Saturday, February 14, 2009
15 min easy spin eventually getting into gear 39 x 16
Repeat twice: ("on" being cadence of 100 to 110 rpm and "off" being cadence of 80 to 90 rpm)
5 min 53 x 17 20 sec On / 20 sec Off
3 min 53 x 16 20 sec On / 20 sec Off
4 min 53 x 17 20 sec On / 20 sec Off
4 min 39 x 16 Spin recovery
10 min 39 x 14 30 sec On / 30 sec Off
15 min 39 x 16 Cool Down
Total workout time: 72 min
The second workout which I will be doing every Saturday morning for four weeks before my long bike is a treadmill workout. It is a hill workout that consists of long steady climbing. Its purpose is to build strength. Before I describe the workout, I thought it would be good to talk a bit about the benefit of hills.
Hills are great way to become more efficient as a runner as it glorifies economy through a basic strengthening effect. Leg-muscle cells develop the capacity to exert more force in response to hill training - they become stronger (because of the need – during hill running - to create not-only forward-directed propulsive force but also to lift the body against the pull of gravity). Since the cells become stronger, fewer of them need to be recruited to generate the propulsive force necessary to run on flat ground at a specific speed. A smaller number of cells required means that for a particular velocity of movement, oxygen demand decreases, and economy improves (remember that economy is defined as the rate of oxygen consumption associated with a particular running speed). As economy enhances a particular velocity can be sustained at a lower percentage of VO2max, and thus that speed can be handled with a reduced amount of effort. Lactate accumulation in the blood at that velocity should also fall.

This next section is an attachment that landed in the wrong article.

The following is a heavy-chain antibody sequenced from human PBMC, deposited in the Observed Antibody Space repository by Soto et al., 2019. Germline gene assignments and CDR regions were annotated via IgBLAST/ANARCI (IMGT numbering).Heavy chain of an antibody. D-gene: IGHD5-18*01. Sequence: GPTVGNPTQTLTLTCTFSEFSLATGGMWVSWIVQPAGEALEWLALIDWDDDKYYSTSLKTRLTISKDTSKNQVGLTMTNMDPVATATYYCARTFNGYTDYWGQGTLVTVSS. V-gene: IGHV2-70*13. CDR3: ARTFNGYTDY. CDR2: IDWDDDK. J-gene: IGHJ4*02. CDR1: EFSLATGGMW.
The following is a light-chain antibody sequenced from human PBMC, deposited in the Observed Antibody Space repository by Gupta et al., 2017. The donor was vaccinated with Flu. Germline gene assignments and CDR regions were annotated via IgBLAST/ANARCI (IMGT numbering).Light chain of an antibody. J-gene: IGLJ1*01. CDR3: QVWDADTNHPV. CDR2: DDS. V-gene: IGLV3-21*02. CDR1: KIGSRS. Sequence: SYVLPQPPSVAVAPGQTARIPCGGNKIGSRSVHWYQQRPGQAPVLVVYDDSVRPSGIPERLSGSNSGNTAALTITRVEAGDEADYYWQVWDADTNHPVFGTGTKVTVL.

So what is the workout. The workout is called “Shane’s ‘Mill-Hill Tempo Run.” Start by jogging very easily on a treadmill for about 10 minutes. The workout then proceeds – without any break – as follows:
(A) Five minutes of running at the 4-percent inclination,
(B) 10 minutes at 5 percent,
(C) 10 minutes at 6.5 percent,
(D) 10 minutes at 7.5 percent, and
(E) 10 minutes cool-down ambling at 0 to 1 percent.
This will give you 35 minutes of running “under hill-simulated pressure.
You can make this workout harder in couple of weeks by increasing the treadmill speed. So if you start with 7 mph, you can upgrade the treadmill speed by .5 mph for your next session.
You can find out more about this hill workouts and others by checking out: